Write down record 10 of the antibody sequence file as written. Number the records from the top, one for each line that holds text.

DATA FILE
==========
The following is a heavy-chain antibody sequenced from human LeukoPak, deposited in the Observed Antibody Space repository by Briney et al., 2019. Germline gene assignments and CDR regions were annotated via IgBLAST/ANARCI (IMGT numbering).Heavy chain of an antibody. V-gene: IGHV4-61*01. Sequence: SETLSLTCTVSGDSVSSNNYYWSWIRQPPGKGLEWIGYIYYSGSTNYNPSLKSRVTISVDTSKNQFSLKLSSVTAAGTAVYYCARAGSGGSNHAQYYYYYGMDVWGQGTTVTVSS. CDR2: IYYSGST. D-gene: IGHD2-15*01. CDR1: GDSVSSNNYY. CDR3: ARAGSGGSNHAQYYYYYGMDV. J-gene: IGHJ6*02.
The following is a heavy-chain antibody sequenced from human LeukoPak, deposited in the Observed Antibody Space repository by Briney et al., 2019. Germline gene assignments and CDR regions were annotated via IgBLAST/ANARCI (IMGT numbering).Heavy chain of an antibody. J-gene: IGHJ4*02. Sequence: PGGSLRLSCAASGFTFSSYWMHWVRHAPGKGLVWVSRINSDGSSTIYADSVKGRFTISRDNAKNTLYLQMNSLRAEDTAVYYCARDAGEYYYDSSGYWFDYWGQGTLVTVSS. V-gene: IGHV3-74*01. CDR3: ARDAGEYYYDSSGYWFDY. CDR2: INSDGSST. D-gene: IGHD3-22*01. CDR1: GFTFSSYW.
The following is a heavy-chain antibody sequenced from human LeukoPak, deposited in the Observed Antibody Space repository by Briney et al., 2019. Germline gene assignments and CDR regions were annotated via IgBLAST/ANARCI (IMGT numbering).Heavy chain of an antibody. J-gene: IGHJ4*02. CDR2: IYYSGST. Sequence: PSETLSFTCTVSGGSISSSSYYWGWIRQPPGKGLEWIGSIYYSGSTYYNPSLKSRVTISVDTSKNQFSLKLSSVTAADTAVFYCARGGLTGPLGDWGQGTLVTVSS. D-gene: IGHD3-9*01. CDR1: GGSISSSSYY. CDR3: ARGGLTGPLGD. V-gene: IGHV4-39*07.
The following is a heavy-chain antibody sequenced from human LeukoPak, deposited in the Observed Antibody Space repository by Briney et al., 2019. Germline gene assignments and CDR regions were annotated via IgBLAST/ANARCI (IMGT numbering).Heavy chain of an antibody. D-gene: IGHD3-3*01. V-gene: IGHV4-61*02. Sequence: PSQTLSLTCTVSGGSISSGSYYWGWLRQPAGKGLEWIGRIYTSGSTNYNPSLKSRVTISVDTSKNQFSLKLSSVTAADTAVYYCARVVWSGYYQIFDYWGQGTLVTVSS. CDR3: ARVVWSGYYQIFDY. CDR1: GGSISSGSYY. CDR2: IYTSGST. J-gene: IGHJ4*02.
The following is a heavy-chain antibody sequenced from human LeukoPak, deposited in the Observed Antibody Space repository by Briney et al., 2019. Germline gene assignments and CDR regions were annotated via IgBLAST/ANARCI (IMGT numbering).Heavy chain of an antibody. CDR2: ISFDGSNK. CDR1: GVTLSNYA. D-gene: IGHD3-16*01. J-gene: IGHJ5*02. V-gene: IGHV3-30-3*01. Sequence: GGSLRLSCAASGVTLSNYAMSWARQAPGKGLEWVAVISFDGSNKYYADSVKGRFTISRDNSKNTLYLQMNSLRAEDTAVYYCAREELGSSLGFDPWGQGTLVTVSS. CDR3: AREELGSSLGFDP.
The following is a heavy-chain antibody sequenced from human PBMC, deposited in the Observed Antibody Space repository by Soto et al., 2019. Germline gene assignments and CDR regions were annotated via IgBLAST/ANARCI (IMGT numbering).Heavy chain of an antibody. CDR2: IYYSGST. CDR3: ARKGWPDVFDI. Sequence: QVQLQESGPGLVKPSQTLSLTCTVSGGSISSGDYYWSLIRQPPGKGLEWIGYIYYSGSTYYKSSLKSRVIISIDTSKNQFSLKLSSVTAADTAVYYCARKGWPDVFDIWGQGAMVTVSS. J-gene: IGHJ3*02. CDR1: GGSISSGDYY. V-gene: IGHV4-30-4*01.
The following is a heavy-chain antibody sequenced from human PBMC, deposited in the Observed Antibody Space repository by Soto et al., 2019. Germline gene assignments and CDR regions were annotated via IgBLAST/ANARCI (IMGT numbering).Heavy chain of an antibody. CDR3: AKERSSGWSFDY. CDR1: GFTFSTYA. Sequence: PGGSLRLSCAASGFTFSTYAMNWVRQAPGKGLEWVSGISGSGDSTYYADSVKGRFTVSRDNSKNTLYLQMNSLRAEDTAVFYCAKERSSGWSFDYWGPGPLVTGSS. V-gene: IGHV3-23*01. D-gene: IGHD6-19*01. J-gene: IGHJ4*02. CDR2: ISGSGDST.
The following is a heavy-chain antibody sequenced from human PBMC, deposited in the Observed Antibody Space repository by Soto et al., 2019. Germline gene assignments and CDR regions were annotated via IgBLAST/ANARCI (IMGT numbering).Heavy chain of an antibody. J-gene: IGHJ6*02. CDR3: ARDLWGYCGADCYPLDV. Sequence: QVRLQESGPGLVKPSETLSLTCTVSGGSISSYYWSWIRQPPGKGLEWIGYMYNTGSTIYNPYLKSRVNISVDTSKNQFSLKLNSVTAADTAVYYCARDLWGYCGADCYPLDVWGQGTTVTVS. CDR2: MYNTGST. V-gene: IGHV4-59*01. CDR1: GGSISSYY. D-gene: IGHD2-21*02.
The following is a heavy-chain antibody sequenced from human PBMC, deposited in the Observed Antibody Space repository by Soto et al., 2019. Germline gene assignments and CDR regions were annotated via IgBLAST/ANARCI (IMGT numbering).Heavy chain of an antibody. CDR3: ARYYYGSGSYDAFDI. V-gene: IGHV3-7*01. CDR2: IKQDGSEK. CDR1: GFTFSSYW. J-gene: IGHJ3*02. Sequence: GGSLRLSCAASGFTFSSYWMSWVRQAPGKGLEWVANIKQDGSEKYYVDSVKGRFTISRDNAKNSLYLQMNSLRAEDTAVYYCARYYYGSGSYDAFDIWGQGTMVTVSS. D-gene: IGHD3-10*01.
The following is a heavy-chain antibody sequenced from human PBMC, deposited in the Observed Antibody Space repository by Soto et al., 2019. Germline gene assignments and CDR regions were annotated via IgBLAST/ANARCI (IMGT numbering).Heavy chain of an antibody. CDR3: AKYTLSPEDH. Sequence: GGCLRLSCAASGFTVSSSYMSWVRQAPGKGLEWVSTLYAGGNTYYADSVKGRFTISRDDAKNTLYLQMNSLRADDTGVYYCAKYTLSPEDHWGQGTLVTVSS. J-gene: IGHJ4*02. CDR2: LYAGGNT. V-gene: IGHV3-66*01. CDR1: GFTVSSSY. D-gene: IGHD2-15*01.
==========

The following is a heavy-chain antibody sequenced from human PBMC, deposited in the Observed Antibody Space repository by Soto et al., 2019. Germline gene assignments and CDR regions were annotated via IgBLAST/ANARCI (IMGT numbering).Heavy chain of an antibody. CDR3: AKYTLSPEDH. Sequence: GGCLRLSCAASGFTVSSSYMSWVRQAPGKGLEWVSTLYAGGNTYYADSVKGRFTISRDDAKNTLYLQMNSLRADDTGVYYCAKYTLSPEDHWGQGTLVTVSS. J-gene: IGHJ4*02. CDR2: LYAGGNT. V-gene: IGHV3-66*01. CDR1: GFTVSSSY. D-gene: IGHD2-15*01.